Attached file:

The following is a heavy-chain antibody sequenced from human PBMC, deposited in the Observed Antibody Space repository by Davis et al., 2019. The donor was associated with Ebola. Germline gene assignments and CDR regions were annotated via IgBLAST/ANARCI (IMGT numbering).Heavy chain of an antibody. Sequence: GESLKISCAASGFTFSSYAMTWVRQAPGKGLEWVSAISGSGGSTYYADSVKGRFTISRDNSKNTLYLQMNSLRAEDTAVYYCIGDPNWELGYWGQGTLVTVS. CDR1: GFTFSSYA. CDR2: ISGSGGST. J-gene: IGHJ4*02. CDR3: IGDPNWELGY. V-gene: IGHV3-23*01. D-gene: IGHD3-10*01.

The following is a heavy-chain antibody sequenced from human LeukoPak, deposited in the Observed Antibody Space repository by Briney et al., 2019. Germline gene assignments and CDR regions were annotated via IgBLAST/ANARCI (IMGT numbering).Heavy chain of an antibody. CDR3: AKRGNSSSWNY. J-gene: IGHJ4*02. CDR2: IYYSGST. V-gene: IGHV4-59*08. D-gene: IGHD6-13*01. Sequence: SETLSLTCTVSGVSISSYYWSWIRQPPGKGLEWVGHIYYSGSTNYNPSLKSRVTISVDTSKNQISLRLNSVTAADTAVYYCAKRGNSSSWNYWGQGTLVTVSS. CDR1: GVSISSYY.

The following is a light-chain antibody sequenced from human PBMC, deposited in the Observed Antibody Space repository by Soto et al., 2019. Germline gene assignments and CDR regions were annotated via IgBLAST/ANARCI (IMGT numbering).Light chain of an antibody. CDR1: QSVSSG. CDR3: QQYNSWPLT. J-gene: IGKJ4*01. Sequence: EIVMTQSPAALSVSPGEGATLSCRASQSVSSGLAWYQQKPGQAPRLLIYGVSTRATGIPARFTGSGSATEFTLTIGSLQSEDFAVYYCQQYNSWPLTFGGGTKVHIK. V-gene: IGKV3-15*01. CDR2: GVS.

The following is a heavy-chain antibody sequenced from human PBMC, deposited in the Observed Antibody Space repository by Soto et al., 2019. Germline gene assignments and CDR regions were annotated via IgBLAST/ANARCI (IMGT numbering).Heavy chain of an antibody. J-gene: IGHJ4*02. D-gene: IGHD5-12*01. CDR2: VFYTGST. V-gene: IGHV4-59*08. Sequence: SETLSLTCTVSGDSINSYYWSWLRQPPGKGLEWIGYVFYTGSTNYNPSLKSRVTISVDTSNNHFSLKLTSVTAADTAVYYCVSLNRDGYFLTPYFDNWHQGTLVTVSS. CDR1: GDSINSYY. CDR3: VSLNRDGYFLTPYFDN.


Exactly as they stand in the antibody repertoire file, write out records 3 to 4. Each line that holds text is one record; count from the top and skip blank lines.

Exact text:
The following is a light-chain antibody sequenced from human PBMC, deposited in the Observed Antibody Space repository by Soto et al., 2019. Germline gene assignments and CDR regions were annotated via IgBLAST/ANARCI (IMGT numbering).Light chain of an antibody. CDR1: QSVSSG. CDR3: QQYNSWPLT. J-gene: IGKJ4*01. Sequence: EIVMTQSPAALSVSPGEGATLSCRASQSVSSGLAWYQQKPGQAPRLLIYGVSTRATGIPARFTGSGSATEFTLTIGSLQSEDFAVYYCQQYNSWPLTFGGGTKVHIK. V-gene: IGKV3-15*01. CDR2: GVS.

The following is a heavy-chain antibody sequenced from human PBMC, deposited in the Observed Antibody Space repository by Soto et al., 2019. Germline gene assignments and CDR regions were annotated via IgBLAST/ANARCI (IMGT numbering).Heavy chain of an antibody. J-gene: IGHJ4*02. D-gene: IGHD5-12*01. CDR2: VFYTGST. V-gene: IGHV4-59*08. Sequence: SETLSLTCTVSGDSINSYYWSWLRQPPGKGLEWIGYVFYTGSTNYNPSLKSRVTISVDTSNNHFSLKLTSVTAADTAVYYCVSLNRDGYFLTPYFDNWHQGTLVTVSS. CDR1: GDSINSYY. CDR3: VSLNRDGYFLTPYFDN.